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Requesting Court Documents By Third Parties

Posted on 6th August 2019

Last month, the Supreme Court was called upon in the case of Cape Intermediate Holdings Ltd v Dring (for and on behalf of Asbestos Victims Support Groups Forum UK (2019) UKSC 38 to determine whether the public (i.e. a non-party) could obtain court documents in a civil case; balancing the need for open justice against commercial confidentiality/privacy interest.

When Can a Third Party Request Documents?

Once proceedings are issued in a civil claim, the Civil Procedure Rules 5.4C governs the supply of documents to a non-party from court records and confirms that they can obtain statements of case (e.g. claim form/particulars of claim, defence, reply etc but not any documents filed or attached to the statement of case), or a judgment or order given/made in public (with/without a hearing).

There are different rules if the statement of the case was filed before 2 October 2006 and various exceptions and conditions to this rule.

A non-party to the proceedings can obtain a copy of any document/correspondence filed by a party/with the court if the court gives permission following an application to do so. This is what happened in the recent case.

Caper Intermediate Holdings Ltd v Dring (for and on behalf of Asbestos Victims Support Groups Forum UK (2019)

Cape Intermediate Holdings Limited (“Cape”) were manufacturers and suppliers of asbestos. A claim was brought by insurers of employers for a contribution of damages they had had to pay to previous employees who has contracted mesothelioma. This went all the way to a trial but the parties settled prior to delivery of judgment.

The Asbestos Victims Support Group Forum UK (“the Forum”) applied for disclosure under CPR 5.4C.

The Decisions

At first instance, permission was granted under either CPR 5.4C/common law for disclosure of the trial bundle (including documents in a core bundle), witness statements, transcripts and written submissions. The Court of Appeal allowed Cape’s appeal and the order granting permission was set aside. “It held that the “records of the court” for the purpose of the discretion to allow access under CPR rule 5.4C (2) were much more limited than she had held.” The Court of Appeal allowed disclosure of a more limited group of documents.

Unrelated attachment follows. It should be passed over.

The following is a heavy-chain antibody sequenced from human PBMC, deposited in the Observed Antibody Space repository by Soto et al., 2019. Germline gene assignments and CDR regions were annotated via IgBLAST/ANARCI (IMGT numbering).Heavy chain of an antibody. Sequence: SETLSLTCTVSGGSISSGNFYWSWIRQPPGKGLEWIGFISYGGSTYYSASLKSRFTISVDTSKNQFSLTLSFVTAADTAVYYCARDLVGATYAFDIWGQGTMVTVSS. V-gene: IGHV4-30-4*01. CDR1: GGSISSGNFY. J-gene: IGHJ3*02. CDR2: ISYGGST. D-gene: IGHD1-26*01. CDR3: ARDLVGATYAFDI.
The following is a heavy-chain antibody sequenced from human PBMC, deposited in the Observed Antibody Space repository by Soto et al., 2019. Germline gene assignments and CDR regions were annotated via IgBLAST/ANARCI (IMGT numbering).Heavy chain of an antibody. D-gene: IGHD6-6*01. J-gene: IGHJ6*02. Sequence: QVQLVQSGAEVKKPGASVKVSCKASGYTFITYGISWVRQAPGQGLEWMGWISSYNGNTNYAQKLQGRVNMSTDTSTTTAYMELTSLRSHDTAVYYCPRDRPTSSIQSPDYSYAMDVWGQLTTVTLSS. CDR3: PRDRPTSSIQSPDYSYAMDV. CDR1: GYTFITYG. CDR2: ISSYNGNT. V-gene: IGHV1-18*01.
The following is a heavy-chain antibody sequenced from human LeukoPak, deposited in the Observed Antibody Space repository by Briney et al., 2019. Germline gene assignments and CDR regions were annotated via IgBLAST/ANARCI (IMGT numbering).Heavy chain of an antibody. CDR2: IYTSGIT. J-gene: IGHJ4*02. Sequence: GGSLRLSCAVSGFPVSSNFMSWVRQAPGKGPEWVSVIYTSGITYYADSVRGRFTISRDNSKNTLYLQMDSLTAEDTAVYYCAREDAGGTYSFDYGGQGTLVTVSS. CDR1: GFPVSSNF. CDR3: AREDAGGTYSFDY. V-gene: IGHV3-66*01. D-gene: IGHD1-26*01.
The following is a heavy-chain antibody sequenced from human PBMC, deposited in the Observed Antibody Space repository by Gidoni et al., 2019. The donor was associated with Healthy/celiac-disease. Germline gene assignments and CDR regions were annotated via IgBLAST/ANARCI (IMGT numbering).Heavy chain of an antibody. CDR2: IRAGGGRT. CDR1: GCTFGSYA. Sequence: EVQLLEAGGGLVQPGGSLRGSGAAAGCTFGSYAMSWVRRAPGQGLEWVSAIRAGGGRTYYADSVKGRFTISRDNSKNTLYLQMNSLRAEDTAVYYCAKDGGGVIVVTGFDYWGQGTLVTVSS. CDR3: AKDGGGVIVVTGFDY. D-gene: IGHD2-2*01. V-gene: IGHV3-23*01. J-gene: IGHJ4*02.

Both parties appealed arguing that the limitation of disclosure was either too wide or too restricted.

The Media Lawyers Association intervened on the appeal to the Supreme Court arguing that “the way in which most members of the public are able to scrutinise court proceedings is through media reporting. The media are the eyes and ears of the public. For this, media access to court documents is essential.”

The Issues

The Supreme Court was called upon to decide on three important issues:

  1. What is the scope of CPR rule 5.4C (2)?
  2. Is access to court documents governed solely by the Civil Procedure Rules, save in exceptional circumstances, or does the court have an inherent power to order access outside the Rules?
  3. If there is such a power, how far does it extend and how should it be exercised?

The test for CPR 5.4C centred on what was the definition of ‘the record of the court’. The Supreme Court held that this must refer to “those documents and records which the court itself keeps for its own purposes. It cannot refer to every single document generated in connection with a case and filed, lodged or kept for the time being at court.”

But the Supreme Court went on to distinguish this from the inherent power to order access because “The purposes for which court records are kept are completely different from the purposes for which non-parties may properly be given access to court documents. The principle of open justice is completely distinct from the practical requirements of running a justice system.”

The Supreme Court held that it had inherent jurisdiction to allow (wider) access based on the constitutional principle of open justice (rather than CPR). The question for each court is how that principle should be applied to “enable the public to understand and scrutinise the justice system”.

It should apply to written submissions and arguments, but also documents which have been placed before the court and referred to during a hearing (not just documents which a judge has been asked to read or has read) so as to “enable the public to understand how the justice system works and why decisions are taken”.

But just because a court has the power to grant access, it will not do so unless the party seeking access can show why he requires access and how access will advance the open justice principle.

There may well be a good reason not to grant access, such as national security, protecting the interest of a child or mentally disabled adult, protection of privacy interest, protection of trade secrets and commercial confidentiality, etc

Then there will be relevant considerations such as practicalities and proportionality of providing access.

Parts of the order made by the Court of Appeal remained and parts were remitted to decide on whether access to at any other document placed before the judge and referred to in the course of the trial should be disclosed in accordance with the principles of open justice.

When might a third party require disclosure?

In this case, the Forum required disclosure as they felt that the documents used at or disclosed for trial would provide valuable information about the knowledge of the asbestos industry which would assist all parties and the court in other asbestos-related disease claims.

Clearly, to justify access beyond CPR5.4C and to engage the principle of open justice, there must be a much wider benefit to the public.

Each case will be decided on its own facts and given the costs and implications, such an application should not be made lightly.

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